Diabetes is a major problem around the world, and it's only getting worse. It would stand to reason, then, that Danish pharmaceutical company Novo Nordisk (NYSE:NVO) should benefit from increasing demand for insulin and an ongoing conversion to analog insulin usage. But none of that is exactly a secret, so it doesn't automatically follow that the stock is a great buy.

Third-quarter results were quite solid, though. Revenue rose 19% (as measured in the company's native currency) while operating profits grew 32% and earnings per share increased 48%. Top-line growth was well-balanced, with diabetes care sales and biopharmaceutical sales both up 19%.

In the diabetes business, the company continues to see strong demand for its insulin analog products; sales were up about 54%. This business isn't just benefiting from continued patient migration toward analog insulin (and share gains within the analog market); it's also becoming more profitable, as witnessed by the over 400-basis-point improvement in this business's operating margins.

Unlike earlier in the year, NovoSeven sales looked pretty strong this quarter, climbing 22% in local currency. While the approved indications for use of NovoSeven are somewhat limited, the company has gotten permission to include U.S. patients in a global study of the use of NovoSeven in trauma. Given that the biopharmaceutical business (including NovoSeven and growth hormones) is so profitable, with an operating margin of nearly 46%, it's fair to say that expanding the labeling and usage of NovoSeven is very much worth the company's time.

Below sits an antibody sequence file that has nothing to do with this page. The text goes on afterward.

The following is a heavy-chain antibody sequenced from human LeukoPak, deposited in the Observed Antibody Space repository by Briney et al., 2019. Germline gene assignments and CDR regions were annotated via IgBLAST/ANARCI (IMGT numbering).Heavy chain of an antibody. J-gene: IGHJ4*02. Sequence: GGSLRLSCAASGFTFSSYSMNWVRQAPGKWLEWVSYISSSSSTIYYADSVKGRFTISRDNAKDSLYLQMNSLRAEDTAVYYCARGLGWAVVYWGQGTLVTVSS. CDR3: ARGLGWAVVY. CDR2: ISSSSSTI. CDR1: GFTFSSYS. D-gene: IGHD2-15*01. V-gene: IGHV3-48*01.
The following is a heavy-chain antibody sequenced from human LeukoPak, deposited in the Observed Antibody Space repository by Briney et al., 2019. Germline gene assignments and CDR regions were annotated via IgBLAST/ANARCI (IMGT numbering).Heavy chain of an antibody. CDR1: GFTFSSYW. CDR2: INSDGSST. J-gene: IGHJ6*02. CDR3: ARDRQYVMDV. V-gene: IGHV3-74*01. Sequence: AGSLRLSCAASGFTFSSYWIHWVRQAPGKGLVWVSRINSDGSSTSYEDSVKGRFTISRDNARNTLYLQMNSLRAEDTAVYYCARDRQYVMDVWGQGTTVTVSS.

While diabetes is a growing epidemic, it doesn't automatically stand to reason that overall insulin sales will continue to grow by low-to-mid-teens percentages. A host of new drugs are nearing approval, some of which are expressly designed to delay the need to start insulin therapy and/or reduce the necessary amount of insulin. What's more, companies like Motley Fool Inside Value pick Pfizer (NYSE:PFE) and Eli Lilly (NYSE:LLY) are spearheading efforts toward inhaled insulin, and Novo has yet to officially decide whether to continue developing its own candidate (the AERx).

I'm not really worried about these new drugs harming insulin demand at Novo Nordisk. The market is very large and growing, and even the best new drugs won't help everybody. Assuming that Novo can balance out its growth with more contributions from biopharmaceuticals, the company should continue generating good returns.

For more on the diabetes market:

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Fool contributor Stephen Simpson has no financial interest in any stocks mentioned (that means he's neither long nor short the shares).